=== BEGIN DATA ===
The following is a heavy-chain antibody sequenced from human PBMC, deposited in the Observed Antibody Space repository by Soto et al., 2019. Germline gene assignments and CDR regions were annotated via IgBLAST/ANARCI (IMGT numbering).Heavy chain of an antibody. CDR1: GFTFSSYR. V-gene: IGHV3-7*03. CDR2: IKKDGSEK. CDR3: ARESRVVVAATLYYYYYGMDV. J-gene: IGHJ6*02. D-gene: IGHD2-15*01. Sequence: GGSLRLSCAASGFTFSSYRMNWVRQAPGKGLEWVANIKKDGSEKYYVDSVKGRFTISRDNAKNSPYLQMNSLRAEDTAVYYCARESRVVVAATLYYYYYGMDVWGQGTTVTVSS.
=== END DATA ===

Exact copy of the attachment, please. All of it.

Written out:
The following is a heavy-chain antibody sequenced from human PBMC, deposited in the Observed Antibody Space repository by Soto et al., 2019. Germline gene assignments and CDR regions were annotated via IgBLAST/ANARCI (IMGT numbering).Heavy chain of an antibody. CDR1: GFTFSSYR. V-gene: IGHV3-7*03. CDR2: IKKDGSEK. CDR3: ARESRVVVAATLYYYYYGMDV. J-gene: IGHJ6*02. D-gene: IGHD2-15*01. Sequence: GGSLRLSCAASGFTFSSYRMNWVRQAPGKGLEWVANIKKDGSEKYYVDSVKGRFTISRDNAKNSPYLQMNSLRAEDTAVYYCARESRVVVAATLYYYYYGMDVWGQGTTVTVSS.